Neurectomy Surgery Behind-the-Scene

Video Of Neurectomy Surgery

 What is Neurectomy Surgery?

Neurectomy surgery is one of the treatments for navicular disease. Navicular disease is a degenerative disease of a horse’s heel.

Other names for neurectomy are:
  • Nerving
  • Palmer digital neurectomy
  • Posterior digital neurectomy.

It is a surgical procedure where the surgeon cuts or removes a portion of the nerve supply to the horse’s foot.

Oftentimes, we use neurectomy surgery as a last resort for relieving heel pain.

Watch Surgical Horse Neurectomy on Youtube.

Will a Neurectomy Help My Horse?

Maybe. Experience shows neurectomy is often more successful in younger horses.

Most importantly, you need to understand the potential complications of the surgery.

What is important is that you, as the owner, understand the potential complications of the surgery.

Complications include:

  • Painful neuroma formations
  • Undetected sub-solar infection
  • Abscesses
  • Puncture wounds from numbed feet
  • Breakdown of the deep digital flexor tendon (DDFT).

Just like with any procedure, you should discuss your expectations and your horse’s needs with your veterinarian.

Your vet will help you make the best decision.

Prognosis After Neurectomy Surgery

The success rate of a neurectomy varies. Roughly 20% of horses do not respond to the surgery.

The reason is because some small ancillary nerve fibers may not be removed.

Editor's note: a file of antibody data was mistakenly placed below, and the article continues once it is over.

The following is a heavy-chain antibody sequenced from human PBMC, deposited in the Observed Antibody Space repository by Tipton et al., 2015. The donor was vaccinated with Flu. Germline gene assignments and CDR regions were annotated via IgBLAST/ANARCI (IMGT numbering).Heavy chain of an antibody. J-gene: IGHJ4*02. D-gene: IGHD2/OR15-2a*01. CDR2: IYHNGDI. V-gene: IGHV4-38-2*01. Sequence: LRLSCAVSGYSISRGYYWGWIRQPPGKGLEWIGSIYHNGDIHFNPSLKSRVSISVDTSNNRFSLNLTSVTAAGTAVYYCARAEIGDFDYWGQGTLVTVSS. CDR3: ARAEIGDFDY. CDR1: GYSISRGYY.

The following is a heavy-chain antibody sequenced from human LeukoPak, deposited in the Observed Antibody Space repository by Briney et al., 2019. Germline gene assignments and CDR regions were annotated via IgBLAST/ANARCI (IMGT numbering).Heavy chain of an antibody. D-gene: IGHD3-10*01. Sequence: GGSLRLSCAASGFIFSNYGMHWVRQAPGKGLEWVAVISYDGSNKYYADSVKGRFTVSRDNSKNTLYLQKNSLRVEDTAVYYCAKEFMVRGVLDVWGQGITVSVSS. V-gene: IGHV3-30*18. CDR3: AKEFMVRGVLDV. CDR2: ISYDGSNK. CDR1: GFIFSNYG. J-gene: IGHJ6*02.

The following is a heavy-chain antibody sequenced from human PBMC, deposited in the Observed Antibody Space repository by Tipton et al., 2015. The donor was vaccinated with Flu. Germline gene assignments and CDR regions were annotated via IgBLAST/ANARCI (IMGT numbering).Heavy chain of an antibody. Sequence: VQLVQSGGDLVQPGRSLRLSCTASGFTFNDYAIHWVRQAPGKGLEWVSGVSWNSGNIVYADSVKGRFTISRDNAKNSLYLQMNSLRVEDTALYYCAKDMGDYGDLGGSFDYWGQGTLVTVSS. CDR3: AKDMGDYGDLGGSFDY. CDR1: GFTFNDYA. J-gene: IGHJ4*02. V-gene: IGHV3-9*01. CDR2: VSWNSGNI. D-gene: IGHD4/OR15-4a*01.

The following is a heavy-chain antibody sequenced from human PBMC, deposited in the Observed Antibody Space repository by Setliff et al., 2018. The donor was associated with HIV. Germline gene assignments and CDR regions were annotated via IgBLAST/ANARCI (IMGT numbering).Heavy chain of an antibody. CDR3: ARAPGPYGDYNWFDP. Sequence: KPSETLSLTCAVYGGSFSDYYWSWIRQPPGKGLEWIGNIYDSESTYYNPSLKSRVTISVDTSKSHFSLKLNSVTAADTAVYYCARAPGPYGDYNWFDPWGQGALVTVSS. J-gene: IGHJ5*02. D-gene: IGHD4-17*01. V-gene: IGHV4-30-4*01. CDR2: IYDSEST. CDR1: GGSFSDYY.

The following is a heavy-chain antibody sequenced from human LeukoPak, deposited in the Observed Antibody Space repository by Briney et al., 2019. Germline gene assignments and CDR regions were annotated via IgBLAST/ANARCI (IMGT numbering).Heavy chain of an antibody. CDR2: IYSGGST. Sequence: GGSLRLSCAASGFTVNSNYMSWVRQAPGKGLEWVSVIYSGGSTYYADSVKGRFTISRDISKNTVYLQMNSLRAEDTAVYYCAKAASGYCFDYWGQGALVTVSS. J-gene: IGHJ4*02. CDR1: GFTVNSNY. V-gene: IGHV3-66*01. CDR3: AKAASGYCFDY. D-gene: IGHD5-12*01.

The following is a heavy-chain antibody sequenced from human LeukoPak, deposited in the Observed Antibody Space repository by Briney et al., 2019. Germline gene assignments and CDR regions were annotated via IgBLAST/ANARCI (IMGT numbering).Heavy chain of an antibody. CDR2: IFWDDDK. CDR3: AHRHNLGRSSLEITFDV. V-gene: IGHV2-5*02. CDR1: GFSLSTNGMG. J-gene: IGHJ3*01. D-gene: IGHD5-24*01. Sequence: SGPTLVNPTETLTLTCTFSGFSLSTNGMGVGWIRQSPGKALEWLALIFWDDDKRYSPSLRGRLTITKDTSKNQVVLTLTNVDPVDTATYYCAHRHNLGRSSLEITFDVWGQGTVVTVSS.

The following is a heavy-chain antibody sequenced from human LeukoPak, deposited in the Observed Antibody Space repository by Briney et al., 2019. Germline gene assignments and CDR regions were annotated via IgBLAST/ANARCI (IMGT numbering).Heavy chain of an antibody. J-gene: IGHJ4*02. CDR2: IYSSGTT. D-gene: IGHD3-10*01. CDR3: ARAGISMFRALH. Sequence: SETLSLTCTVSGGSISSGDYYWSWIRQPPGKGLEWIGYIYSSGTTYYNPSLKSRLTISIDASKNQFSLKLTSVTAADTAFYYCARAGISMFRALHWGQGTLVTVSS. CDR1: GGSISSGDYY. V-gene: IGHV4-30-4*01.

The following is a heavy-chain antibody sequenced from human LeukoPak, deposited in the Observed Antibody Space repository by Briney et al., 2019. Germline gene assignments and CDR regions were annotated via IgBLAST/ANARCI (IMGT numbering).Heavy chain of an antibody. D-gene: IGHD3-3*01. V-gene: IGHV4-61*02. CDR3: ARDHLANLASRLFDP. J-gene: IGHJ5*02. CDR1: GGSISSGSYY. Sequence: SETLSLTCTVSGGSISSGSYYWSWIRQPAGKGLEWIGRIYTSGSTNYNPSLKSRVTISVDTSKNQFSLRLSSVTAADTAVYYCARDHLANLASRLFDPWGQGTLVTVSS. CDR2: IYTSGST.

In addition, after the horse has been nerved, various complications may occur.

Potential surgical complications include:

  • Failed surgery
  • Infection
  • Formation of painful neuromas.

Unfortunately, the surgery does not correct navicular disease. But, it does remove the pain.

Most horses get 1-4 years of pain relief. But, neurectomy is not considered a permanent fix because the nerves can grow back.

However, seven out of ten horses will return to athletic function after surgery.

Caring for Your Horse After Neurectomy Surgery

After surgery, your horse should be able to go back to work in roughly four weeks.

You will need to pay extra attention to your horse’s feet and check them daily.

In addition, keep in mind your horse’s feet will be numb and prone to injury.

Also,  is important to follow up with your veterinarian to make sure your horse is healing correctly.

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